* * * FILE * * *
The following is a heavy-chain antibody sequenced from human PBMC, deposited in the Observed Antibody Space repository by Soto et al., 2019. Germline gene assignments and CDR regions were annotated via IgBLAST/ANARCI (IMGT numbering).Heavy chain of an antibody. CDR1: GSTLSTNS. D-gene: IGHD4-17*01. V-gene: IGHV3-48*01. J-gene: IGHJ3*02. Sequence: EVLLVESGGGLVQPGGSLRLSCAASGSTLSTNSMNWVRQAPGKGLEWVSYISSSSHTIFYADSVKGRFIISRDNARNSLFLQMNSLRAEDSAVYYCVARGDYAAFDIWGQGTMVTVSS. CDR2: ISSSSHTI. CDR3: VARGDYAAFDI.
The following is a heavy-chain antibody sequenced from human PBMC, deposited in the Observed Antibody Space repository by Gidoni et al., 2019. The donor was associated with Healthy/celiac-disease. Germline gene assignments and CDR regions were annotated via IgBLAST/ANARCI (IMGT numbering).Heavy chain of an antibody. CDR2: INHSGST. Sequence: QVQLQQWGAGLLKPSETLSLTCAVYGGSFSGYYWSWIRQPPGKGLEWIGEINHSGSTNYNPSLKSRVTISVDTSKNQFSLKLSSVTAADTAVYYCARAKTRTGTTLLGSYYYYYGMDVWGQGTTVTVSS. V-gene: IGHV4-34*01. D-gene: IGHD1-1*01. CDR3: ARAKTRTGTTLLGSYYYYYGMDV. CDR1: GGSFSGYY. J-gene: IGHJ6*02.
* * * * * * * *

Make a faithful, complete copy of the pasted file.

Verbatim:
The following is a heavy-chain antibody sequenced from human PBMC, deposited in the Observed Antibody Space repository by Soto et al., 2019. Germline gene assignments and CDR regions were annotated via IgBLAST/ANARCI (IMGT numbering).Heavy chain of an antibody. CDR1: GSTLSTNS. D-gene: IGHD4-17*01. V-gene: IGHV3-48*01. J-gene: IGHJ3*02. Sequence: EVLLVESGGGLVQPGGSLRLSCAASGSTLSTNSMNWVRQAPGKGLEWVSYISSSSHTIFYADSVKGRFIISRDNARNSLFLQMNSLRAEDSAVYYCVARGDYAAFDIWGQGTMVTVSS. CDR2: ISSSSHTI. CDR3: VARGDYAAFDI.
The following is a heavy-chain antibody sequenced from human PBMC, deposited in the Observed Antibody Space repository by Gidoni et al., 2019. The donor was associated with Healthy/celiac-disease. Germline gene assignments and CDR regions were annotated via IgBLAST/ANARCI (IMGT numbering).Heavy chain of an antibody. CDR2: INHSGST. Sequence: QVQLQQWGAGLLKPSETLSLTCAVYGGSFSGYYWSWIRQPPGKGLEWIGEINHSGSTNYNPSLKSRVTISVDTSKNQFSLKLSSVTAADTAVYYCARAKTRTGTTLLGSYYYYYGMDVWGQGTTVTVSS. V-gene: IGHV4-34*01. D-gene: IGHD1-1*01. CDR3: ARAKTRTGTTLLGSYYYYYGMDV. CDR1: GGSFSGYY. J-gene: IGHJ6*02.